At least nine young people have needed hospital treatment in Greater Manchester since February after unknowingly using a vaping liquid containing the drug “Spice”.
None of the youths suffered long-term health effects, but medics have issued a public alert to avoid buying or using a fake natural cannabis-based "THC vape".
Two incidents in the Oldham area led to five school-age children collapsing and being rushed to hospital, while other incidents between February and June took place in Rochdale and Bury.
The drugs have been sold as "THC vape juice", "THC vape pens", "THC oil", "cannabis oil" or "cannabis vape juice".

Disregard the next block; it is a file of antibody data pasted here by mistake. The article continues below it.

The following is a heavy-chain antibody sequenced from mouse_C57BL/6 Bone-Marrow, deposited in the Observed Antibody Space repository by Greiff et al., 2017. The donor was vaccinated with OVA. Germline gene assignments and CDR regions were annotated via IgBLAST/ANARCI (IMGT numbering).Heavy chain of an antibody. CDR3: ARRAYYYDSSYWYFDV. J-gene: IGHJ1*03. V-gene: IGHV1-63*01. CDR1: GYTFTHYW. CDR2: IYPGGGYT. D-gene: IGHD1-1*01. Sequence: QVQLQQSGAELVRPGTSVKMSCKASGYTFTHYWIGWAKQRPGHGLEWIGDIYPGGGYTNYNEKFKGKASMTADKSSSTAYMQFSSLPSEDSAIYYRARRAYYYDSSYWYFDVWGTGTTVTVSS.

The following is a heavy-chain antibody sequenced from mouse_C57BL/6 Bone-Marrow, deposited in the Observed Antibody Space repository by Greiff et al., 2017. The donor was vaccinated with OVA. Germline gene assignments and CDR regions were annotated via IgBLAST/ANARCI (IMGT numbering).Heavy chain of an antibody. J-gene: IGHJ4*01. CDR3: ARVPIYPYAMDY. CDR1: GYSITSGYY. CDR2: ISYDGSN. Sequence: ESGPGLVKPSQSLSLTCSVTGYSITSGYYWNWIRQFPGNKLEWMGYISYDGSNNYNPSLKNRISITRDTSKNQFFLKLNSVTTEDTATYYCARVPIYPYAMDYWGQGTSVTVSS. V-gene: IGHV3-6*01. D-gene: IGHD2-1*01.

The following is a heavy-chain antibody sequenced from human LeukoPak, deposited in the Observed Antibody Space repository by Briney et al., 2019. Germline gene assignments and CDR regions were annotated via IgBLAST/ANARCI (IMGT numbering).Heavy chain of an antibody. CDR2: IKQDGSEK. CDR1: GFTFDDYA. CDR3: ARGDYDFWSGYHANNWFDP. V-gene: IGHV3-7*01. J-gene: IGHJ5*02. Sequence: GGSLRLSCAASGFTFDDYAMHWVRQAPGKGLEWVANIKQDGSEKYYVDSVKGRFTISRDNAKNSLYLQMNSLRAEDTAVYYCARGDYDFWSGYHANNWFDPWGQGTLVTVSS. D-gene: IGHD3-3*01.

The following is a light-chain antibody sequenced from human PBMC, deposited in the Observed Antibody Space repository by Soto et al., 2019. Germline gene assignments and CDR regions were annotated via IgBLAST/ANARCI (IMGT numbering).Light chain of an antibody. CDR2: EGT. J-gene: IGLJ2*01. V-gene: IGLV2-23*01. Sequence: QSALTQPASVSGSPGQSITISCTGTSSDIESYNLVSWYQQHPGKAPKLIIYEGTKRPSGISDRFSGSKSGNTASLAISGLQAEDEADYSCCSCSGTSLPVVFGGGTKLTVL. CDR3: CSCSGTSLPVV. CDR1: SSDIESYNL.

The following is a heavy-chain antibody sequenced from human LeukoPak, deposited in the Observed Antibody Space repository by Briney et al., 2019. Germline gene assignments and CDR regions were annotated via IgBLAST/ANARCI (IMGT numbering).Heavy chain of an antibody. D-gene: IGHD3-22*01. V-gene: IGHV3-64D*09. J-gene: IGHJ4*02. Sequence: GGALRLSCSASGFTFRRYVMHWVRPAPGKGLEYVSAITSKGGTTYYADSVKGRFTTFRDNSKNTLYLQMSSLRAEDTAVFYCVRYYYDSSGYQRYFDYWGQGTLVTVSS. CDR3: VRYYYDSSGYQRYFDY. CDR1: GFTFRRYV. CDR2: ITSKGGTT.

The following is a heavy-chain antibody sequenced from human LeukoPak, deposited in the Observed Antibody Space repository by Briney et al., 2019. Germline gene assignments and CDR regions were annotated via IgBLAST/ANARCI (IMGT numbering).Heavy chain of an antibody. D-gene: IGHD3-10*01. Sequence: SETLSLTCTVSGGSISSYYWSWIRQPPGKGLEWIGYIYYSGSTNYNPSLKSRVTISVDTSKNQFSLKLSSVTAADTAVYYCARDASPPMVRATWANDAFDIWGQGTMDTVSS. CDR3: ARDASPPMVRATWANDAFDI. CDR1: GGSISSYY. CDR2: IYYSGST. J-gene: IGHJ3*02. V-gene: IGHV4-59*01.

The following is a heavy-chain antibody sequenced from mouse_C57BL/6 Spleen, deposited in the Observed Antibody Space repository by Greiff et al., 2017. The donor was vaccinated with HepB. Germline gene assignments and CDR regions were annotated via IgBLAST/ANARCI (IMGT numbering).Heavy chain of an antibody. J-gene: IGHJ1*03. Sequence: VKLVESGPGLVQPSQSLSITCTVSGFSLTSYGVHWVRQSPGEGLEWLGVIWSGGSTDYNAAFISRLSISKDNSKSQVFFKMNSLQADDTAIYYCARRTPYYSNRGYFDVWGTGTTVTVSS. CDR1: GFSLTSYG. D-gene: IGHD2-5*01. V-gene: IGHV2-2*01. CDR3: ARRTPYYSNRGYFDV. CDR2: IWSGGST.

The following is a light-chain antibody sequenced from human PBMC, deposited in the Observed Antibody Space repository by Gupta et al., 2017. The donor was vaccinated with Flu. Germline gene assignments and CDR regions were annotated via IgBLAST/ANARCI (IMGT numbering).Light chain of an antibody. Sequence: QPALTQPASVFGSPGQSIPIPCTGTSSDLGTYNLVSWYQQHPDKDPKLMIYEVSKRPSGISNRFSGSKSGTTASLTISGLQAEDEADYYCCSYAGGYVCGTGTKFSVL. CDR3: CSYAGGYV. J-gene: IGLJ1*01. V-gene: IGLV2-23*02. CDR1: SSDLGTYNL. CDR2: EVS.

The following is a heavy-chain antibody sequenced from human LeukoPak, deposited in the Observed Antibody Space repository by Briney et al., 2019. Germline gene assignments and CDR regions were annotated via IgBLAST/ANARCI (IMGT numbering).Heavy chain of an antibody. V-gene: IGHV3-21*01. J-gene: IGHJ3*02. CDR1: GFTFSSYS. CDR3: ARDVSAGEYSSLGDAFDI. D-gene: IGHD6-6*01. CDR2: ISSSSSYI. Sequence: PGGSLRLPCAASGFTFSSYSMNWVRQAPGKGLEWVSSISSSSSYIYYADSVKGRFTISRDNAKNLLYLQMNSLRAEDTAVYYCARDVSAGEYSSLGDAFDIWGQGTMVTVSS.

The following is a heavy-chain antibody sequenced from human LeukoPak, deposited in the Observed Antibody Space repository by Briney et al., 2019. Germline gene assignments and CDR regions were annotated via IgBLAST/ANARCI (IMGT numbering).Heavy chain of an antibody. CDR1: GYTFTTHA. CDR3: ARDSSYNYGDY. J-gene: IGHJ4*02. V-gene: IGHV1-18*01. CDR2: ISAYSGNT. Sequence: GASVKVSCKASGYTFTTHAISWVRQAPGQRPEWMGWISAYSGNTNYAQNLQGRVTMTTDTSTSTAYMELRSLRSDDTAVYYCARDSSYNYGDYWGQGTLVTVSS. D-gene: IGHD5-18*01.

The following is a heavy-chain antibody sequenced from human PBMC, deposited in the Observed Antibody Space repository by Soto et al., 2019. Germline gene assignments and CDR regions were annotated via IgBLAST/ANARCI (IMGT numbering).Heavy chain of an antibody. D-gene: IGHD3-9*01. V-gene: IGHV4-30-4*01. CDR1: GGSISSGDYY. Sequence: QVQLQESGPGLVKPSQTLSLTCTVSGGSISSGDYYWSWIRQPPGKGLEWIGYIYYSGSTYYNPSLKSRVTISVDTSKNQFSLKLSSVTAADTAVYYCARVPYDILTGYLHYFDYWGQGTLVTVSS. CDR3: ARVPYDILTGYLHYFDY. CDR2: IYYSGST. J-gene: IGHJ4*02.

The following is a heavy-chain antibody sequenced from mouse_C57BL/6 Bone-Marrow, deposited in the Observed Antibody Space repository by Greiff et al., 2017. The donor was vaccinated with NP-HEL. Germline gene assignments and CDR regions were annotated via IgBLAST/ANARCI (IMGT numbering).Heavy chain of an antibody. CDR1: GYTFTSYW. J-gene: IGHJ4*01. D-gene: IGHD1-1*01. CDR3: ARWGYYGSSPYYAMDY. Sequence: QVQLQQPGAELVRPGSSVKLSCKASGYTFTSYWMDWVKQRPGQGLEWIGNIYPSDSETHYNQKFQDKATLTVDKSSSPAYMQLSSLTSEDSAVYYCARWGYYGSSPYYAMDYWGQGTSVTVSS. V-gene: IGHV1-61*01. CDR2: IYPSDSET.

Tests conducted on samples used in two of the incidents confirmed the drug added to the vaping liquid are the same chemical compounds found in Spice.
A health warning has now been issued on behalf the Greater Manchester Drug Alerts Panel, which brings together police, NHS, local authorities and drug user support agencies.
Panel member Dr Prun Bijral said that young people are putting themselves and their friends in "real danger" - thinking the product will have the same effect as natural cannabis.
Michael Linnell, a drugs use expert who coordinates the panel, added that the risk of vaping 'spice' is far more dangerous than from a natural cannabis product.
Greater Manchester Police are investigating but no arrests have been made at this time.
Anyone with information on where the vapes are being sold is being urged to contact police on 101.
999 should be dialled in an emergency.